Why the Sharks Deserved to Win Game 7

Originally Posted on The University News via UWIRE

Tuesday night the San Jose Sharks made an incredible comeback in a wild Game 7 against the Vegas Golden Knights, winning 5-4 in overtime. What is controversial about the Sharks’ victory is a 5-minute major penalty and ejection on Vegas’ Cody Eakin for cross-checking and injuring the Sharks’ captain James Pavelski. However, the Sharks’ impressive win in what was a memorable Game 7 was actually well deserved and should not have generated as much controversy as it has.

           First, regarding the penalty itself, it is difficult to argue that the referees seriously bungled the call. Rule 59.3 from the NHL rulebook states, “A major penalty, at the discretion of the Referee based on the severity of the contact, shall be imposed on a player or goalkeeper who ‘cross-checks’ an opponent.” Most are not debating whether Eakin cross-checked Pavelski, which is quite common after face-offs in the NHL and usually not called, but rather if it should have been a major or minor penalty, which was made awkward by Paul Stastny’s involvement in the hit.

           To add insult to injury, the NHL apparently quietly apologized to Vegas for the call after the game, and the refs who made the call will not be working in the second round of the playoffs. The NHL’s bewildering apology notwithstanding, considering the referees were not able to review the play and that the rulebook is clear on the consequences for injuries resulting from cross-checking, the call should not be so controversial.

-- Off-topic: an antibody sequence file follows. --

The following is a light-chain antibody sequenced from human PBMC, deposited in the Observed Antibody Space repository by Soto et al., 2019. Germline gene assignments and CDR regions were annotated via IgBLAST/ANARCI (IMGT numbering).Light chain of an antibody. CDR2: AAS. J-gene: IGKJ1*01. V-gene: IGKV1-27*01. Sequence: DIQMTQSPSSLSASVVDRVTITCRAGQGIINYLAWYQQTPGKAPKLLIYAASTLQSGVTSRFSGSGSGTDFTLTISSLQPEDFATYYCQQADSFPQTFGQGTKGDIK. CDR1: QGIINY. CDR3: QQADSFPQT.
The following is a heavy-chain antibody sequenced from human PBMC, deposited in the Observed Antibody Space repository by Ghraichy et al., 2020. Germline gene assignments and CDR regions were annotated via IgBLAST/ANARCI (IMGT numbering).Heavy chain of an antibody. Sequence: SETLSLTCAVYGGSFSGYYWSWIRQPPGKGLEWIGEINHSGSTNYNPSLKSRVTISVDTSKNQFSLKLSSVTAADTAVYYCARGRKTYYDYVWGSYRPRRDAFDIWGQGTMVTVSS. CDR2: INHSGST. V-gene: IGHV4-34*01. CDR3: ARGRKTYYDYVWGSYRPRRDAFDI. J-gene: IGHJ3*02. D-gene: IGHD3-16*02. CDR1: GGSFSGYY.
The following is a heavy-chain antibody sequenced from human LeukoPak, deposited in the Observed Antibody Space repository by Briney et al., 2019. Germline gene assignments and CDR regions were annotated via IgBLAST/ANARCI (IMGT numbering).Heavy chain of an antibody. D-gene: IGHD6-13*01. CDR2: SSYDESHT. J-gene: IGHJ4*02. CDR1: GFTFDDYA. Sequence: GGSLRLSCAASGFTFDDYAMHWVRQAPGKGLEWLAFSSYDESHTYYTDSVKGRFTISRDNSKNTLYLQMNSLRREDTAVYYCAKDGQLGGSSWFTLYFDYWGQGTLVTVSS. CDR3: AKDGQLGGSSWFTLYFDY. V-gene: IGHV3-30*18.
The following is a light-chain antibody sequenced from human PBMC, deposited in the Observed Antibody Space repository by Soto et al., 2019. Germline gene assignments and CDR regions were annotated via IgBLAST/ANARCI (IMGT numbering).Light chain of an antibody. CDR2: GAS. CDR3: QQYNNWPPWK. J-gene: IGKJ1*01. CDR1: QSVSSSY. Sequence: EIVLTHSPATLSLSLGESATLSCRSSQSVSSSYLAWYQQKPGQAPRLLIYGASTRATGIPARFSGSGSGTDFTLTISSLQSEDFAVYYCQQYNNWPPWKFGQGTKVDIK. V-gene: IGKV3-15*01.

Vegas’ Jonathan Marchessault heavily criticized the call in a post-game interview, attributing Vegas’ loss in the series to it. Fans of all sports dispute difficult calls that make a big impact in a game or series. While missed calls can be much more important in single-game playoffs like in the NFL, which received a lot of criticism this year, in the NHL, teams have potentially seven games every series and abundant chances to turn the tide of or finish a series.

           Critics of the call should remember first that usually teams do not score four goals on a 5-minute power-play, as the Sharks did Tuesday – tying the NHL record. I distinctly remember when Vegas scored its third goal with about 15 minutes left in the third period, thinking that the game was over. Even after Pavelski was injured and Eakin ejected, I did not expect San Jose to score more than two goals on the power-play, after which Vegas would batten down the hatches and hold on to the end of the game.

Everyone’s surprise at the Sharks’ blistering power-play success is understandable, considering that Vegas had killed the previous four Sharks’ power-plays that game and had been stellar at killing penalties the whole series.

The Golden Knights could have called a time out to settle things after the first or second goal, but instead not only allowed a record number of goals on a major penalty, but failed to win the game in overtime after tying it with less than a minute left in regulation. To top it off, Vegas was leading 3-1 in the series. Forget about the horrible last penalty-kill in Game 7, what happened in games 5 and 6?

Anytime a teammate gets injured, especially one as respected as Pavelski, good teams usually respond with a new level of intensity and urgency. Considering the ballistic fury that the Sharks unleashed on the Golden Knights after the injury, I think that even had the call been simply a minor penalty, the Sharks would have possibly tied the game anyways.

           Vegas fans should focus not on the call, but on what was a very admirable season and great series to watch. Many fan bases have waited eons for a playoff run like Vegas’ historic one last year.

           For fans of San Jose, perhaps Pavelski’s loss may motivate the Sharks to make this their year, though it will not be easy without him.

Read more here: https://unewsonline.com/2019/05/02/why-the-sharks-deserved-to-win-game-7/
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